In crisis, a beleaguered newsroom staff will do just about anything to find hope and in the summer of 1996, we turned to the Good Doctor for a dose of it.
Having gone through too many editors to count, myself and some other young journalists at the Daily News were once again without leadership. We turned to our comrade, Hunter S. Thompson, to fill in as a guest editor while we searched for the next victim to run the shit show that was the Daily News newsroom.
We had initially envisioned an interim presence from Hunter, who agreed to the job. But Hunter wasn’t the type to hold regular office hours, so our hope for around-the-clock guidance was quickly stymied. In hindsight, it was better that way.
Instead, we worked on one issue for weeks. We held story meetings at the J-Bar and in his kitchen. There was some shady shit going on in Woody Creek having to do with sewage at the trailer park, and a developer with a sordid past who was attempting to develop a mini-city on McLain Flats near W/J Ranch.
So, of course, those were the stories Hunter had us focus on. We started getting documents dropped off at the office anonymously and sources were coming out of the woodwork. There were other classic features, like “Jilly,” the “page 3 girl,” that filled out the paper’s content. Some of it hit the cutting room floor, however, after we sobered up and realized not all of it was suited for the masses. We still had to be our own censors, because in reality we still didn’t have any adult supervision.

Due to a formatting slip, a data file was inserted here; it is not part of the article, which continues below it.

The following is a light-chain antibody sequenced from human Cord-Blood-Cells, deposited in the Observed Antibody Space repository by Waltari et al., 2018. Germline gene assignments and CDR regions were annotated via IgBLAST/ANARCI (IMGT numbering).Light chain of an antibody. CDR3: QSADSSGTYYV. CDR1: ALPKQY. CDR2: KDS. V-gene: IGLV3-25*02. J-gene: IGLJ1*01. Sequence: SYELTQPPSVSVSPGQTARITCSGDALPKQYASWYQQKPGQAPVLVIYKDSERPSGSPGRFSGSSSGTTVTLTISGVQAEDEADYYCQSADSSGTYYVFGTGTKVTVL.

Our lead story was going to be the fact that Hunter had taken over. Hunter, accompanied by his attorney and friend, Gerry Goldstein, and his videographer, Wayne Ewing, came into the newsroom for production of the Monday, Aug. 19, 1996 edition on a Saturday night. (We were smart enough to know we needed a night to sleep on whatever we were going to print).
In the wee hours of the morning, Hunter killed the lead story and said he didn’t want to be part of the news. We were pissed at first, then disappointed, but we moved on, scrambling to fill the hole. “We gotta get flogging in that god damn headline!” he barked at us over a key story in that edition.
As the sun started to come up, Hunter’s work was done. He returned to his home at Owl Farm and we walked around like zombies for a while before we got back to work, putting out our HST edition.
In the newspaper business, rarely does anything go smoothly. And when it goes terribly wrong, it’s at the worst possible moment. Such was the case on Aug. 18, 1996 when the entire power grid in downtown Aspen went black and we were at a standstill. It was nearly midnight and the power hadn’t come back on, and we started searching for a generator. Like always, we figured it out and the “Aspen Daily Miracle” once again hit the streets.
Hunter sent us a fax the day the edition hit the streets, along with champagne for the newsroom. The note, with his classic letterhead at the top (“Vultures Attack Funeral — And Eat the Corpse”) congratulated us on a “bitch of an issue.” He went so far to suggest that it should be submitted for a Pulitzer.
“The Monday issue is a fine piece of work and far more effective, I think, without any public breast-beating from me,” he wrote.
He signed off by saying, “Okay, the fat is in the fire. Watch yr. backs ... I shall return.” Sadly, he never did. But it makes that summer of ’96 all the more special.